Pioneering Southampton scientist awarded prestigious physics medal July 3rd, 2015

Groundbreaking research to help control liquids at micro and nano scales July 3rd, 2015

NIST Group Maps Distribution of Carbon Nanotubes in Composite Materials July 2nd, 2015

Environment

NIST ‘How-To’ Website Documents Procedures for Nano-EHS Research and Testing July 1st, 2015

Carnegie Mellon chemists characterize 3-D macroporous hydrogels: Methods will allow researchers to develop new 'smart' materials June 30th, 2015

The peaks and valleys of silicon: Team of USC Viterbi School of Engineering Researchers introduce new layered semiconducting materials as silicon alternative June 27th, 2015

NNI Publishes Workshop Report and Launches Web Portal on Nanosensors: Both outputs support the Nanotechnology Signature Initiative ‘Nanotechnology for Sensors and Sensors for Nanotechnology: Improving and Protecting Health, Safety, and the Environment’ June 24th, 2015

Energy

New technology using silver may hold key to electronics advances July 2nd, 2015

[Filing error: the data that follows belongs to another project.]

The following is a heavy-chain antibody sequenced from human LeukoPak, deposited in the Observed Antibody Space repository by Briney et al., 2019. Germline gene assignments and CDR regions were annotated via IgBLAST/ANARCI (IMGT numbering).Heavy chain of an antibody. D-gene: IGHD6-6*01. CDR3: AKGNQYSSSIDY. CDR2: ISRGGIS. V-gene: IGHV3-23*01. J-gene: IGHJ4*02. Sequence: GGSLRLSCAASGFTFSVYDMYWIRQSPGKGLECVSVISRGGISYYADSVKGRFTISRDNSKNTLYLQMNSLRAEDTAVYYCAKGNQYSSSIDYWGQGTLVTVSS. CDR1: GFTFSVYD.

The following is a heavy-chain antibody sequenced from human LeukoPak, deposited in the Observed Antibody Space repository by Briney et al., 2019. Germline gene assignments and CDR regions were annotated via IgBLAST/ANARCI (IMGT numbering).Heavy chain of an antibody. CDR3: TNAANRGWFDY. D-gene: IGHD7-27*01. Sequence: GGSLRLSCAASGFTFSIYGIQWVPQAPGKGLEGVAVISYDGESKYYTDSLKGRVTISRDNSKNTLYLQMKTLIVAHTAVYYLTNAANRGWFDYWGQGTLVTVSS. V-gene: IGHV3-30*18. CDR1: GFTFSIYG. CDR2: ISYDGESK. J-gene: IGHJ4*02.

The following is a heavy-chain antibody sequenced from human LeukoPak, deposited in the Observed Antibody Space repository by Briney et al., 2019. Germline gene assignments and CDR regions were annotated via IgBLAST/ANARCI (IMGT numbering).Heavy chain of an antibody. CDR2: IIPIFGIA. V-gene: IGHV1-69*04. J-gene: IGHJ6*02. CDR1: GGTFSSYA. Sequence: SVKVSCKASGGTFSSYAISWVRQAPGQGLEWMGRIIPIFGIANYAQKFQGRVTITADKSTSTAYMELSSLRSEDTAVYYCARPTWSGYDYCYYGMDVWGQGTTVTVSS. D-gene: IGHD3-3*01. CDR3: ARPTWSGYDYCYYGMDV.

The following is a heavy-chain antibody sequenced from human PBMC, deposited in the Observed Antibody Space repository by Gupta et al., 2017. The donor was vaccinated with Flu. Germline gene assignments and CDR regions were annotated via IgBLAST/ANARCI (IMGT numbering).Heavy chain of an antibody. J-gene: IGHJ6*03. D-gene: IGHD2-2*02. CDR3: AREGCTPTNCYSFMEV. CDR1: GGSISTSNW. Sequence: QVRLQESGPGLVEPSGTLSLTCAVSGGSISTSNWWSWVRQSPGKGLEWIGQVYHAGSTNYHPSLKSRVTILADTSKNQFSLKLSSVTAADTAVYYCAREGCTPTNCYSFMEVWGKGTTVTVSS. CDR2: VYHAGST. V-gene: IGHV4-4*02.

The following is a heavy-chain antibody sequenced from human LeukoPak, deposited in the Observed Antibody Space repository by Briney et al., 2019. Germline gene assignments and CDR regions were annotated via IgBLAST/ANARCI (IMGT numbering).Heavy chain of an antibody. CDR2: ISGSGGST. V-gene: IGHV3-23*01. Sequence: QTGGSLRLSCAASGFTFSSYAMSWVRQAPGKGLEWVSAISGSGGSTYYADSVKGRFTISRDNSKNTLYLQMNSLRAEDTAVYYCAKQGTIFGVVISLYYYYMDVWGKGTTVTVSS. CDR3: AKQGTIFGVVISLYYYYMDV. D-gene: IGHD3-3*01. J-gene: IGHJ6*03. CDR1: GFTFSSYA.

Visible Light-Sensitive Photocatalysts Used for Purification of Contaminated Water in Iran June 30th, 2015

June 29th, 2015

Making new materials with micro-explosions: ANU media release: Scientists have made exotic new materials by creating laser-induced micro-explosions in silicon, the common computer chip material June 29th, 2015

Automotive/Transportation

June 29th, 2015

Buckle up for fast ionic conduction June 16th, 2015

A protective shield for sensitive catalysts: Hydrogels block harmful oxygen June 15th, 2015

Slip sliding away: Graphene and diamonds prove a slippery combination June 10th, 2015